A Caution From 2007: Beware of the Dividend in Your High Dividend ETFs & Funds
April 23, 2020 | ECONOMICS & INVESTING
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The views and opinions expressed throughout this presentation are those of the author as of April 23rd, 2020. The opinions and outlooks may change over time with changing market conditions or other relevant variables.
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Chart titled “High Dividend ETF Betas Over Time”: “Dividend ETF ‘A’” is represented by Vanguard High Dividend Yield ETF (VYM) which is the largest U.S. Dividend ETF by AUM. “Dividend ETF ‘B’” is iShares Select Dividend ETF (DVY).
As with all investments, there are associated inherent risks including loss of principal. Stock markets, especially foreign markets, are volatile and can decline significantly in response to adverse issuer, political, regulatory, market, or economic developments. Sector and factor investments concentrate in a particular industry or investment attribute, and the investments’ performance could depend heavily on the performance of that industry or attribute and be more volatile than the performance of less concentrated investment options and the market as a whole. Securities of companies with smaller market capitalizations tend to be more volatile and less liquid than larger company stocks. Foreign markets, particularly emerging markets, can be more volatile than U.S. markets due to increased political, regulatory, social or economic uncertainties. Fixed Income investments have exposure to credit, interest rate, market, and inflation risk. Diversification does not ensure a profit or guarantee against a loss.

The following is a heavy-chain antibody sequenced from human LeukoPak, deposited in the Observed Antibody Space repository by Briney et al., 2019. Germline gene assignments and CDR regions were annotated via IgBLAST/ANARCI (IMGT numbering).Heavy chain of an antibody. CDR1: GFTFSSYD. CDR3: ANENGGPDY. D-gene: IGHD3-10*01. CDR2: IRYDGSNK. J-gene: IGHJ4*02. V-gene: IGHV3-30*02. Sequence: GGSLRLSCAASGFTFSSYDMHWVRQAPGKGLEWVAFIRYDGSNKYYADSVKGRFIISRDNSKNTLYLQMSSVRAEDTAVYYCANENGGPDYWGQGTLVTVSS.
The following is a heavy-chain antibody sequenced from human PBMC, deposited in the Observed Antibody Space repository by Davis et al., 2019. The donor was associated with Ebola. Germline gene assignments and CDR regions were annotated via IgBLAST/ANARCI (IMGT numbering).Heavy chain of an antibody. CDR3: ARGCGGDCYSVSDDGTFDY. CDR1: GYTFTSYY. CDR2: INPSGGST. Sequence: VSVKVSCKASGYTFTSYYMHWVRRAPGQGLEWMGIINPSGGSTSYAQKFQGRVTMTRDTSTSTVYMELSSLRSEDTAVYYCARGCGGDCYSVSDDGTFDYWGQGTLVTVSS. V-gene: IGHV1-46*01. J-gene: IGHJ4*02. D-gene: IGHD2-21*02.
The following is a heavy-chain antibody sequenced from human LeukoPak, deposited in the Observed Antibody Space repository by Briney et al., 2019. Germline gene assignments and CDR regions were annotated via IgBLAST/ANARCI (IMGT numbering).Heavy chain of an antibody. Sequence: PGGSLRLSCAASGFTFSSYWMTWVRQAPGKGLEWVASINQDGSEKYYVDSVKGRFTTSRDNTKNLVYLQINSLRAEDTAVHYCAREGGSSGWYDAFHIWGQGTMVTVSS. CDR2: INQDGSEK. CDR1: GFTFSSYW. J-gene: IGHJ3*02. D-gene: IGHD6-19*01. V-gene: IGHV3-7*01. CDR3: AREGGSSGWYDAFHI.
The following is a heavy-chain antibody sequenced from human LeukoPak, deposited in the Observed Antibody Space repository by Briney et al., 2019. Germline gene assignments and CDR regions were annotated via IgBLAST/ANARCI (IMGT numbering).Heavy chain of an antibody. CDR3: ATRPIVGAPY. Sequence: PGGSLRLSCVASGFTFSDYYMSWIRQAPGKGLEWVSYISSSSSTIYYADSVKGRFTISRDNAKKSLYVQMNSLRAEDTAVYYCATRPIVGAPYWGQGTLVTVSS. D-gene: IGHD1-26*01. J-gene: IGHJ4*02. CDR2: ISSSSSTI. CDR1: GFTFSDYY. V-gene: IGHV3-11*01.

Past performance is no guarantee of future results. ETF performance shown is gross of fees and expenses. An investment cannot be made directly in an index. Individual securities mentioned may be held in client accounts. Index performance is gross.
Beta is a measure of the volatility, or systematic risk, of a security or portfolio, in comparison to the market as a whole. Beta describes the activity of a security’s returns responding to swings in the market. The beta calculation is used to help investors understand whether a stock moves in the same direction as the rest of the market, and how volatile (risky) it is compared to the market.
All BCM strategies invest solely in long-only ETFs.